During last year's World Wide Developers Conference, Apple introduced a host of new innovative frameworks (including but not limited to CoreML and ARKit) which placed traditionally expensive and complex operations such as machine learning and augmented reality in the hands of developers such as myself. This incredible opportunity was one that I wanted to take advantage of at PennApps this year, and Lyft's powerful yet approachable API (and SDK!) struck me as the perfect match for ARKit.

What it does

Utilizing these powerful technologies, Wher integrates with Lyft to further enhance the process of finding and requesting a ride by improving on ease of use, safety, and even entertainment. One issue that presents itself when using overhead navigation methods is, quite simply, a lack of the 3rd dimension. A traditional overhead view tends to complicate on foot navigation more than it may help, and even more importantly, requires the user to bury their face in their phone. This pulls attention from the users surroundings, and poses a threat to their safety- especially in busy cities. Wher resolves all of these concerns by bringing the experience of Lyft into Augmented Reality, which allows users to truly see the location of their driver and destination, pay more attention to where they are going, and have a more enjoyable and modern experience in the process.

How I built it

I built Wher using several of Apple's Frameworks including ARKit, MapKit, CoreLocation, and UIKit, which allowed me to build the foundation for the app and the "scene" necessary to create and display an Augmented Reality plane. Using the Lyft API I was able to gather information regarding available drivers in the area, including their exact position (real time), cost, ETA, and the service they offered. This information was used to populate the scene and deep link into the Lyft app itself to request a ride and complete the transaction.

Challenges I ran into

While both Apple's well documented frameworks and Lyft's API simplified the learning required to take on the project, there were still several technical hurdles that had to be overcome to complete the project. The first issue that I faced was Lyft's API itself; While it was great in many respects, Lyft has yet to create a branch fit for use with Swift 4 and iOS 11 (required to use ARKit), which meant I had to rewrite certain portions of their LyftURLEncodingScheme and LyftButton classes in order to continue with the project. Another challenge was finding a way to represent a variance in coordinates and 'simulate distance', so to make the AR experience authentic. This, similar to the first challenge, became manageable with enough thought and math. One of the last significant challenges I encountered and overcame was with drawing driver "bubbles" in the AR Plane without encountering graphics glitches.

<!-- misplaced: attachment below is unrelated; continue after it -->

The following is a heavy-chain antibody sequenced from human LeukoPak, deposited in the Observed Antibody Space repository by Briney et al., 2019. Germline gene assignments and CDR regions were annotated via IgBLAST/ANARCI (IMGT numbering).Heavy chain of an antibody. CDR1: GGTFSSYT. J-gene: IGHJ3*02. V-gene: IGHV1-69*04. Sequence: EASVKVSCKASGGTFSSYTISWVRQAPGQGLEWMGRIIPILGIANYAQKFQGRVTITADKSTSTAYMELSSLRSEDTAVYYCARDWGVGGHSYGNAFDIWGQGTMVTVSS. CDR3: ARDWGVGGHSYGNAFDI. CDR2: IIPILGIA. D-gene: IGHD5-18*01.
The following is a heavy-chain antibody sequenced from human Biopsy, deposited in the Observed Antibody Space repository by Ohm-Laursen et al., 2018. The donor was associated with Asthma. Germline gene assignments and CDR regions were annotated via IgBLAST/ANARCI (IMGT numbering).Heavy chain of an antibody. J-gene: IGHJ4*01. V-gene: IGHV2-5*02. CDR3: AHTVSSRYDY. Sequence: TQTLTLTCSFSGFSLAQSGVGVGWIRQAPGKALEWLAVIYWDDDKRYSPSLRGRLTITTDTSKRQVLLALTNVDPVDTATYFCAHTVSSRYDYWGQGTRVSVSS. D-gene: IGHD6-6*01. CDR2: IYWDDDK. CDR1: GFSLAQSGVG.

Accomplishments that I'm proud of

Despite the many challenges that this project presented, I am very happy that I persisted and worked to complete it. Most importantly, I'm proud of just how cool it is to see something so simple represented in AR, and how different it is from a traditional 2D View. I am also very proud to say that this is something I can see myself using any time I need to catch a Lyft.

What I learned

With PennApps being my first Hackathon, I was unsure what to expect and what exactly I wanted to accomplish. As a result, I greatly overestimated how many features I could fit into Wher and was forced to cut back on what I could add. As a result, I learned a lesson in managing expectations.

What's next for Wher (with Lyft)

In the short term, adding a social aspect and allowing for "friends" to organize and mark designated meet up spots for a Lyft, to greater simply the process of a night out on the town. In the long term, I hope to be speaking with Lyft!

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